The White House censors the name of the pilot suspended on the same page as 1 Lt. George W. Bush. It's James Bath, a Bush family friend, who was later hired to invest bin Laden family money in America. Bath funded Bush's Arbusto oil company, and bailed him out of failed business a couple of times.

James Baker is Bush's spokesman in Florida, during the failed attempt to recount the votes. Later, when the family members of 9/11 victims sue the Saudi royal family, Mr. Baker steps in as the Saudi's chief counsel.

The hits just keep on coming - though I knew all of this, I kept hearing startled gasps around the theater as each new revelation came to light. People knew it was bad, but they didn't know it was this bad.

And then Lilly started talking about the sacrifice of her son. Moore's narration fades completely away.

She reads the last letter he sent, a week before his Black Hawk went down. He shares his love, pleads as all soldiers do for the letters that break the monotony and the loneliness, and in one tragic paragraph, rails at the idiot Bush for the mess he has sent so many of our children into.

There's so much more to Lilly's story. But Michael Moore's argument in Fahrenheit 9/11 is simple.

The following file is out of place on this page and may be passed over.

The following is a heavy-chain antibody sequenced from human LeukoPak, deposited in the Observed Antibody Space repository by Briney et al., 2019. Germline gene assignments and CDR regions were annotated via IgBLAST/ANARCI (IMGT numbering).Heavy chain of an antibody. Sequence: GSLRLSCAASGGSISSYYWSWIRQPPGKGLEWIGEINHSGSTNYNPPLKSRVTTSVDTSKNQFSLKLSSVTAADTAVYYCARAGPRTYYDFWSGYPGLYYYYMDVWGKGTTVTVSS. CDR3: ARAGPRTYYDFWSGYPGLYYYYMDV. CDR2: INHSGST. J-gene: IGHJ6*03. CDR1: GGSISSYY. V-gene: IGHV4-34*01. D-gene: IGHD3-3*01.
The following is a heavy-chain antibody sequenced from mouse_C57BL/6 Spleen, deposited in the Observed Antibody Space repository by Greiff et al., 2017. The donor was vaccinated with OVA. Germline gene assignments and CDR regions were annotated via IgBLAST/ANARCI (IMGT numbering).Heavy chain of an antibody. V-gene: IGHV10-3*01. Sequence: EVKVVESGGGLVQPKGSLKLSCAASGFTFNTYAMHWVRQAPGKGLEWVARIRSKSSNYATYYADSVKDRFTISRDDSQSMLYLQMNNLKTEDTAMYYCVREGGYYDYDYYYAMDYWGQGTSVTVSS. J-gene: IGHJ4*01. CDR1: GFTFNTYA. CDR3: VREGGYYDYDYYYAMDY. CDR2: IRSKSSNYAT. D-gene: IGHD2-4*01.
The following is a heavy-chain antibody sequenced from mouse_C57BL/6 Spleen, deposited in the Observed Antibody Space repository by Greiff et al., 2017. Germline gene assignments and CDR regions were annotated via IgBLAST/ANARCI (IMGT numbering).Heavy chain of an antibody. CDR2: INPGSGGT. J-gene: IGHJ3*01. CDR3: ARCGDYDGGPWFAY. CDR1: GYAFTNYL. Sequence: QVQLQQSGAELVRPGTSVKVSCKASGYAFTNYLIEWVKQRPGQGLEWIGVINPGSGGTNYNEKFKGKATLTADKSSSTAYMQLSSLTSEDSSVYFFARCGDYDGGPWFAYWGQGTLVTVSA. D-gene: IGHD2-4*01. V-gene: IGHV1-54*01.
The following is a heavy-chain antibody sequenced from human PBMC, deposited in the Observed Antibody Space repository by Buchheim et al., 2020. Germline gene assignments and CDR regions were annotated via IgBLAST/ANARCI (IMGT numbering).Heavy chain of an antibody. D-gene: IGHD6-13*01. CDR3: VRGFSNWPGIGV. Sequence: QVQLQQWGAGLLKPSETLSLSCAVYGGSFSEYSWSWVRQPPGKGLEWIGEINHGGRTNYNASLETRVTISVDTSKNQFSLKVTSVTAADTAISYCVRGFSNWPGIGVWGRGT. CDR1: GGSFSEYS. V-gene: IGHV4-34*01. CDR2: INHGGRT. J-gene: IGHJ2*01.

We should only send our children to fight and kill and die when it's absolutely necessary.

The war in Iraq wasn't absolutely necessary.

So why the hell are we there?

Just got CNN...

...and my head may explode.

After three or four years of having "limited" basic cable (local channels, religious channels, and shopping networks), I've broken down and upgraded to regular basic cable. I wanted access to CNN et al. during the election season, especially C-SPAN. To be true, I could always go to C-SPAN's website and watch the different networks on streaming video, but my roommate wanted ESPN too, and she's paying half the bills. So the upgrade has occured.

So I'm watching CNN a hour or so ago, and Kyra Phillips is indignant that so far, no journalist has really taken Bill Clinton to task for his infidelity. Impeachment wasn't enough for this vulture? Did she miss the nineties, where every possible detail of Bill Clinton's sex life was displayed and analyzed and pondered on every news medium in existence? But Bill Clinton hasn't suffered enough for Kyra.

So I go get something to eat, grab some coffee, come back in to the tube, where Kyra is now talking to the Gallup Poll guy. And the Gallup Poll guy comes really close to busting the "Reagan is the most popular president ever" myth, but doesn't. He's showing Clinton's popularity rating over the eight years of his presidency. And he points out that "like Reagan" Clinton had a bad couple of years and then climbed out of the doldrums. Oddly enough to the Gallup guy, Clinton's popularity peaked and held strong around the time of the impeachment proceedings.